Travelling to the Caribbean? 10 money facts for visitors to note

by Caribbean Chronicle
7:38 pm UTC, October 11, 2019

Whether you are a solo traveller, or travelling as a couple or part of a group, spend time researching the money in your destination of choice.

If you choose to visit the Caribbean, you can use the American dollar in any island, or you can convert your cash to local currency.

That is, if you do not opt to swipe your way through your vacation. MasterCard, Visa and American Express are accepted almost everywhere.

Regardless of how you choose to pay, here are some facts you should note about money in the Caribbean.

10 handy money facts

1. When you travel to Barbados, just divide prices by two to convert to US dollars. It's that easy!

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2. Travelling to Jamaica? Try not to take USD $50 or $100 bills. Many stores do not accept "big bills".

3. Also, in Jamaica, cashiers look at serial numbers and dates. They even refuse to take old bills.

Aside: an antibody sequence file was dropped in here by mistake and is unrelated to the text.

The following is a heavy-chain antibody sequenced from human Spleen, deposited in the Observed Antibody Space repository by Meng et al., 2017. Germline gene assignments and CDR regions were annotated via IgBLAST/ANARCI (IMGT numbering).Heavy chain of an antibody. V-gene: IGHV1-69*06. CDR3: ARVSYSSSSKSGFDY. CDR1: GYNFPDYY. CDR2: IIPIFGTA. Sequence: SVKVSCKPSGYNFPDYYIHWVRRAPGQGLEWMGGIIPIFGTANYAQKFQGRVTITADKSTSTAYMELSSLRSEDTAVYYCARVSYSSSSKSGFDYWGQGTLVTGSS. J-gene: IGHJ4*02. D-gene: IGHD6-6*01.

4. In Caribbean islands the change is returned in local currency.

5. Some Caribbean islands do not accept US notes that are torn.

6. Want to feel rich? Convert USD in Jamaica or Guyana when you visit. For example, if you convert USD $100, in Jamaica you'll receive JMD $13,607.48 or in Guyana, you'll get GY $20,861.50. With just a few hundred American dollars converted, you could even be a millionaire in one of these two Caribbean islands for a day or two. Cha-ching!

7. The Eastern Caribbean Dollar (EC/XCD)is the official currency for eight countries: Anguilla, Antigua and Barbuda, Dominica, Grenada, Montserrat, Saint Kitts and Nevis, Saint Lucia, and Saint Vincent and the Grenadines. So if you're on a cruise and get back EC change at one stop, check your itinerary and see where else you can spend it. You may have one or two other options on the horizon.

8. In the Caribbean Sea, French-speaking Martinique uses the Euro.

9. The British Virgin Islands, the United States Virgin Islands and The Bahamas use the US dollar.

10. Take smaller US bills when travelling in the Caribbean and South America as a precaution in general. Even the new USD $100 bill with its extra security features gets a few raised eyebrows. Some islands will put it under UV light, hold it up to the light and still seek a counterfeit money detector pen to confirm the bill is real. Some supervisors are so thorough they will practically colour the whole bill with the pen before giving the nod of approval to the cashier. Whew chile!

Happy and safe travels!

Source: Loop News.

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